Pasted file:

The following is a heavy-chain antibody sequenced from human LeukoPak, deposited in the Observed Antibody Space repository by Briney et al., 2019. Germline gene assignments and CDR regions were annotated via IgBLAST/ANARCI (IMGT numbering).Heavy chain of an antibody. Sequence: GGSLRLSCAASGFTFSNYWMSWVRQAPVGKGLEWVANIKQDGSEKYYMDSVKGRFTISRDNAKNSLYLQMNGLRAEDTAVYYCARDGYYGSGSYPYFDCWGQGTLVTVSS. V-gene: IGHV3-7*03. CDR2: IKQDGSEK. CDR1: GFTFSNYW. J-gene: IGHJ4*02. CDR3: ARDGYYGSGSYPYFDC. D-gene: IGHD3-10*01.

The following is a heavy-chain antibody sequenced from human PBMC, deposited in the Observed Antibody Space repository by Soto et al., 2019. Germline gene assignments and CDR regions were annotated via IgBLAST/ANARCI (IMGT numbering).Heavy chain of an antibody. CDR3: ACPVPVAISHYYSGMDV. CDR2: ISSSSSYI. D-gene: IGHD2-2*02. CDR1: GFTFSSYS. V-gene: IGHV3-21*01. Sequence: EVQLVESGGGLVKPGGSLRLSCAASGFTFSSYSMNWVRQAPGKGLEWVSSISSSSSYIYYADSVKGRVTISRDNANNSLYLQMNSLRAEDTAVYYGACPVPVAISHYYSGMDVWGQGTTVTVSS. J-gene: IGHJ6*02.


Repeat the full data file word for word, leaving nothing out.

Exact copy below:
The following is a heavy-chain antibody sequenced from human LeukoPak, deposited in the Observed Antibody Space repository by Briney et al., 2019. Germline gene assignments and CDR regions were annotated via IgBLAST/ANARCI (IMGT numbering).Heavy chain of an antibody. Sequence: GGSLRLSCAASGFTFSNYWMSWVRQAPVGKGLEWVANIKQDGSEKYYMDSVKGRFTISRDNAKNSLYLQMNGLRAEDTAVYYCARDGYYGSGSYPYFDCWGQGTLVTVSS. V-gene: IGHV3-7*03. CDR2: IKQDGSEK. CDR1: GFTFSNYW. J-gene: IGHJ4*02. CDR3: ARDGYYGSGSYPYFDC. D-gene: IGHD3-10*01.

The following is a heavy-chain antibody sequenced from human PBMC, deposited in the Observed Antibody Space repository by Soto et al., 2019. Germline gene assignments and CDR regions were annotated via IgBLAST/ANARCI (IMGT numbering).Heavy chain of an antibody. CDR3: ACPVPVAISHYYSGMDV. CDR2: ISSSSSYI. D-gene: IGHD2-2*02. CDR1: GFTFSSYS. V-gene: IGHV3-21*01. Sequence: EVQLVESGGGLVKPGGSLRLSCAASGFTFSSYSMNWVRQAPGKGLEWVSSISSSSSYIYYADSVKGRVTISRDNANNSLYLQMNSLRAEDTAVYYGACPVPVAISHYYSGMDVWGQGTTVTVSS. J-gene: IGHJ6*02.